8 Steps To Proper Installation Of Submersible Water Pumps

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In this modern era, home infrastructures and architectural designs are quite complex. All electrical wires, cords, and water pipes are hidden behind the walls to look furnished. It does enhance the aesthetic appeal, but at times, these designs halt the water supply. Usually, the underground water tanks require high water pressure to supply water to the main tank, especially on the rooftop. Does this sound familiar?

With rising water shortages, almost every homeowner complains about this problem. If you are finding a way out, consider getting a submersible pump.


What is a Submersible Water Pump?

It is a centrifugal water pump, sitting at the bottom of your tank. It comprises a motor that powers the impeller to rotate and push the water outwards. Therefore, it readily pumps water upwards, ensuring adequate water supply in homes. Do you know the best part? These pumps don’t require priming as they get submerged in fluids. Similarly, submersible pumps are quiet as water absorbs all the noise automatically.

Whether you have a confined space or the tank is above the ground, you can still fit these pumps inside them without any complications and work with minimal effort. If you are wondering how it works, let us explain to you.


How does A Submersible Pump work?

It starts by using pressure energy through the impeller. As the water passes through the pump, it increases the pressure, and water goes into the diffuser. At this point, the water flows up to the main water tank. These pumps operate in a vertical position, producing a lot of pumping power since it has a hydraulic motor. Hence, it uses direct pressure through the pipe or hose to get the fluid out. Believe it or not, but this is a far better method than suction.

Unlike conventional pumps, submersible pumps are not prone to cavitation, meaning the tank would remain clean. The design comes with watertight gaskets and seals that keep the liquid out of the housing components. Contained units and sleek design ensure pumps don’t leak or short out on electricity at the time of submerging.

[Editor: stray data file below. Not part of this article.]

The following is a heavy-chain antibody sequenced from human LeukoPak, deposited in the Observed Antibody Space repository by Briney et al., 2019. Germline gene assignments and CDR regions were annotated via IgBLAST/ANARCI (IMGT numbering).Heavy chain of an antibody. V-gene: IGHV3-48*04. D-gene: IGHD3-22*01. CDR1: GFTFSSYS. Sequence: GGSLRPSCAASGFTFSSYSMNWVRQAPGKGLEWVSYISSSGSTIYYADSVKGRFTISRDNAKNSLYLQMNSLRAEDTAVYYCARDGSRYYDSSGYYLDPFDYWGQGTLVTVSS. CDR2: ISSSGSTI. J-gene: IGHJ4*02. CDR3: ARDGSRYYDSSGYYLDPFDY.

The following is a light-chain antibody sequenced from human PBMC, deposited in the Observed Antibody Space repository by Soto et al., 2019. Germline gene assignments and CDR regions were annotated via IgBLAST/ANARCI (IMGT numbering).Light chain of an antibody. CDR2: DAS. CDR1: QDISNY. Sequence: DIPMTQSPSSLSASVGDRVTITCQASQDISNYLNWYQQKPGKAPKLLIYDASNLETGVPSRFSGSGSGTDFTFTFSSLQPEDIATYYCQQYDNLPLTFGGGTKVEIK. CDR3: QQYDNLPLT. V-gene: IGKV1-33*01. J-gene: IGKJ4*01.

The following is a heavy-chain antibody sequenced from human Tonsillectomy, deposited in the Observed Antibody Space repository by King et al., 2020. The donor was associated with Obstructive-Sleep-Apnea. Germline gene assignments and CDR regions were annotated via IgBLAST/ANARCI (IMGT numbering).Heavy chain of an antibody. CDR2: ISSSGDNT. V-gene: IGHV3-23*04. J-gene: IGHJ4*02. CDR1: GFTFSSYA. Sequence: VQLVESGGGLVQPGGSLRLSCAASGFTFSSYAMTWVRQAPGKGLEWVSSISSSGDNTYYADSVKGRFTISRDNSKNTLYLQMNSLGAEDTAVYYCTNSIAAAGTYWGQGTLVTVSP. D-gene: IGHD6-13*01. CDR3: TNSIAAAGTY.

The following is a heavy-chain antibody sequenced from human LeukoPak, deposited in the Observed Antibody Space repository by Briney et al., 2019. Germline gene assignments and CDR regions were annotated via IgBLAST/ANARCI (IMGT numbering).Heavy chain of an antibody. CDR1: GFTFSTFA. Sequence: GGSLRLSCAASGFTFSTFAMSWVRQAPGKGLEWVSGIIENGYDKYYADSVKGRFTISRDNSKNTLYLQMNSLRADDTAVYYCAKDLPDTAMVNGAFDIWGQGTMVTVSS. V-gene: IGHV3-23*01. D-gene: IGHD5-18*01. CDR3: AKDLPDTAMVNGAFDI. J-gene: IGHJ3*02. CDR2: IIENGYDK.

How to Install a Submersible Well Pump?

Submersible pumps have a straightforward installing process, which means you can install it yourself. Here is a visual representation of how the installation process seems.


Submersible Water Pump Installation Diagram



Waterpump Installation Process

Here we are bringing an eight-step guide to assist you with the installation process.


Step 1 – Inspect the Tank & Well

Whether you are installing the submersible pump in your water tank or inside the well – begin with a thorough inspection process. Firstly, determine the depth of your water tank. It will help you measure the distance from the water level to the tank’s bottom. Remember, you have to submerge the pump underwater to ensure maximum pressure. If the depth doesn’t seem enough, fill the tank with more water before you start the installation process.

At the same time, look for external damage, especially if your tank gets direct sun exposure. You can identify the parts that need cementing, closing doors for any leakages in the future. If you have a well, call an expert to inspect its condition. If they give a green signal, you can take the installation process to the next step.

Step 2 – Oversee Supplying Components

It is time to get your hands on the submersible pump because the tank is ready. Before starting the assembling process, check all the details about the submersible motor. From its power supply ratings, configuration to the length of wires – you should have all supplying components together. Likewise, oversee all supplies that come with submersible water pumps to make sure nothing is missing. It will help you identify if the motor needs single, two, three-phase configurations, or it will work with a starter box.

Alongside this, inspect the drop cable to ensure it works with the motor and motor cable. Likewise, it should have correct rates to submerge into the water without any technical problems. You can also check out the fittings since they need to match the bore cap and main outlet. It might seem like a no-brainer, but many people forget when they are in a rush. Inspecting components lets them overcome mechanical problems quickly, and investing in high-quality products ensures your pump lasts a long time.

Step 3 – Fit the Pump

Next up, you have to fix the motor to the pump by only using supplied grease. It acts as a sealant, preventing access to water and other incompressible materials inside the engine. Once you start fitting the motor, it will cause a repeated twisting force that would twist the pipe fittings tighter. Simultaneously, the process would also begin wrapping the wires, which will eventually break. You can readily fix this with a torque arrestor. It is a rubber clamped on top of the pump that makes sure the wires don’t swing or rotate.